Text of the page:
Susan Mathison, Areavoices blogger, Published January 09 2013
Positively Beautiful: Using your inner wisdom for wellness
From a young age, Asprey was obese, troubled by arthritis, allergies, Lyme disease and a host of other problems. In his early 20s, he underwent three knee surgeries, and it was then he decided he needed to do something about his health. So he followed traditional advice, reducing his calories and cutting the fat while working out for more than an hour, six days a week. But after a year and a half he still weighed the same.
Despite his health woes, fortune had smiled on him. By his mid-20s, he was a multi-millionaire following the sale of his software company. With time and money on his hands, Asprey decided to focus his attention on health and ways to improve his own. Frustrated that standard health advice didn’t seem to work for him despite following the rules, he looked at the options. Soon he was connected to world-leading health researchers, many of whom now lecture at Asprey’s Silicon Valley Health Institute, an organization he founded 19 years ago.
He asked a simple but profound question: What are the simplest things you can do to be better at everything? His strategies are not mainstream medicine, but allowed him to decrease his biological age, increase his IQ by 20 points and lose 100 pounds with relative ease. He’s been called a bio-hacker for his extreme self-experimentation, and has garnered media attention from The New York Times and “Nightline.”
His top strategies:
1. Asprey focuses on a low-glycemic diet that looks similar to what our “caveman” ancestors ate. He wants us to look deeper at macro-nutrients and micro-nutrients in the right amounts. He considers our diets to be the ultimate chemistry lab to enhance our physical and mental performance and ward off disease.
Asprey refers to a colleague who is over 300 pounds, has gout, high blood pressure and type 2 diabetes, who at breakfast one day, took out three bananas to eat. In shock, Asprey told the man bananas should not be on his diet as they have a negative effect on blood sugar. His colleague said he needed potassium to lower his blood pressure. Unfortunately he chose the wrong macro-nutrients in order to get a little bit of important micro-nutrients.
He does not believe in calorie-counting or measuring. Instead he suggests six to 11 servings of non-starchy vegetables, several servings of healthy fats – like avocado, coconut and olive oil – ample protein intake, and one serving of a low-sugar fruit. This is not a vegetarian plan, as he feels that animal protein is a necessary building block.
2. Next Asprey looks at anti-nutrients. Maybe it has the right kind of fat, protein and vitamins, but if it has toxins from fermentation or fungal growth, you shouldn’t eat it. Soy is a prime example of this. Soybeans have toxins in it that can slow down your thyroid function and has estrogen-like properties that can disrupt hormone balance. Coffee is also implicated for having fungal overgrowth. Also be aware of food sensitivities that you might have, especially to dairy.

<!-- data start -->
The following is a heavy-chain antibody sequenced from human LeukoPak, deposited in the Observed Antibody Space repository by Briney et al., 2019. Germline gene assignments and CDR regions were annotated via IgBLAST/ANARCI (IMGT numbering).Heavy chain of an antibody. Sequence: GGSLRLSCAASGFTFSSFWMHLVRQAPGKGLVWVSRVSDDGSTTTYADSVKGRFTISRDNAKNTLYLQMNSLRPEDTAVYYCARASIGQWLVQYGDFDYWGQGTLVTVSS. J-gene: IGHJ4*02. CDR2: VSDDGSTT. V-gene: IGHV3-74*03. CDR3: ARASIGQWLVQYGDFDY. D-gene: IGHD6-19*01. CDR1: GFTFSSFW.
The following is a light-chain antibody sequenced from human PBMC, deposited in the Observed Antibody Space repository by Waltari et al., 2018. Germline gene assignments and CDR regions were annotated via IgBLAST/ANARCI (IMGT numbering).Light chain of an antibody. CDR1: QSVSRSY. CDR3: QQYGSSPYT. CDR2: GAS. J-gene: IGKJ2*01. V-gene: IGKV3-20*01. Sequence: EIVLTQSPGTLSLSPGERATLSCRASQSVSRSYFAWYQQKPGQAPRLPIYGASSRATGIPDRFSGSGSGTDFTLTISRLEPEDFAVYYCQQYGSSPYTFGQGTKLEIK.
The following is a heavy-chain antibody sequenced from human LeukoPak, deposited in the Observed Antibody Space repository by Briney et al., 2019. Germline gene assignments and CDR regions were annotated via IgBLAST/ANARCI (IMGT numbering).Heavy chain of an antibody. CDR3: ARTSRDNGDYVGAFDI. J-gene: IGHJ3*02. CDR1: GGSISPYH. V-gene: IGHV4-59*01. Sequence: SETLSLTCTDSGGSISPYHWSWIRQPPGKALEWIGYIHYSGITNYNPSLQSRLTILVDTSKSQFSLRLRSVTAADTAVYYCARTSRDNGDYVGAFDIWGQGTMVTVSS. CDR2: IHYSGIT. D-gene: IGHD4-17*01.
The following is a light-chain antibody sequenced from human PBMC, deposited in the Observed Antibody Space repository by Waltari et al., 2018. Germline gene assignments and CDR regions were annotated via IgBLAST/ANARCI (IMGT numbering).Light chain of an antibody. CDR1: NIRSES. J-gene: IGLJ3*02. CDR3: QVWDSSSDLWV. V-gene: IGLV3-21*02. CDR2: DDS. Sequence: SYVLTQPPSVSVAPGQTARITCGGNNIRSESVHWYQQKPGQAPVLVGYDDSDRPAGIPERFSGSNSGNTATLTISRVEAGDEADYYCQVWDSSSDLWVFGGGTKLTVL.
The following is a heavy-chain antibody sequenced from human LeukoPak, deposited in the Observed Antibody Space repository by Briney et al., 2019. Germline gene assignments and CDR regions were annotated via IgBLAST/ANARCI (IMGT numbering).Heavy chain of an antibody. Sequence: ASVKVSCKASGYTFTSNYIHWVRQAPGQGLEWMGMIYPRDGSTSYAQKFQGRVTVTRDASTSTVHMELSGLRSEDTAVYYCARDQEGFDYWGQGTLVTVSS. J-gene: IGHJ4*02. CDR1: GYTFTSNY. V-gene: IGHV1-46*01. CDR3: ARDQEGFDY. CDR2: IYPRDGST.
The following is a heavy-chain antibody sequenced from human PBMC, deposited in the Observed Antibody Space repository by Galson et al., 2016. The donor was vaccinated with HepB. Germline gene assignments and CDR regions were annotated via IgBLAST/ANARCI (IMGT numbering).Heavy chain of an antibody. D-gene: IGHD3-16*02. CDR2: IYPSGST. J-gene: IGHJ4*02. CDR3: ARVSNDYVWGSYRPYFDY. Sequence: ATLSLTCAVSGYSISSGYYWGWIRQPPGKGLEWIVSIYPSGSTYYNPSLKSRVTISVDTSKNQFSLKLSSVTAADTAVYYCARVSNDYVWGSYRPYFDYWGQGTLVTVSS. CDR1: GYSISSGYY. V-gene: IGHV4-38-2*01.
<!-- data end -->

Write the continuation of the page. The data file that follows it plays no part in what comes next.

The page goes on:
3. Learn to control your fight-or-flight response. Deep breathing for just five or 10 minutes a day in the morning and before bed can help you stay calm. And if you can teach yourself to change the spacing between your heartbeats, not just to lower the number of beats per minute but to change the actual spacing, you can turn off that nasty stress response that can keep your cortisol levels in the clouds.
4. Start taking Vitamin D3, which is an anti-inflammatory, lowering your cancer and cardiovascular risk profiles. It also improves your immune system.
And sunscreen? He feels that can actually prevent your body from making vitamin D, and suggests wearing sunglasses and a big hat is by far the best way to protect yourself from the sun. Controversial topic, but certainly sunscreen can make us falsely over-confident in the sun.
5. Become a yoga enthusiast in moderation. Asprey feels that you can achieve body and mind balance by practicing yoga once a week. It’s best to practice with a teacher and not by watching a DVD. He says he couldn’t touch his toes 15 years ago, but today at the age of 40, he can put his ankle behind his head.
6. Exercise doesn’t have to take much time. Strength training generates health improvement and weight loss in the least amount of time. Asprey has seen good results with 15-20 minutes lifting heavy weights with a trainer once a week. He’s also a believer in short 15 minute sessions of high intensity bursts two to three times per week for improved cardio.
The best news of all?
When it comes to following Asprey’s advice, he says: “It’s not the sort of thing that takes five years. It’s the sort of thing that takes five weeks. You feel like a different person when you get the variables right.”
To go deeper with Asprey’s recommendations for better health and see if it might work for you, visit his website at www.bulletproofexec.com and download his Bulletproof Diet infographic. It’s a quick and easy reference to help guide your lifestyle and food choices. Share it with your doctor to see what he or she thinks.
This column was written exclusively for The Forum.
Dr. Susan Mathison founded Catalyst Medical Center in Fargo and created PositivelyBeautiful.com. Email her at firstname.lastname@example.org.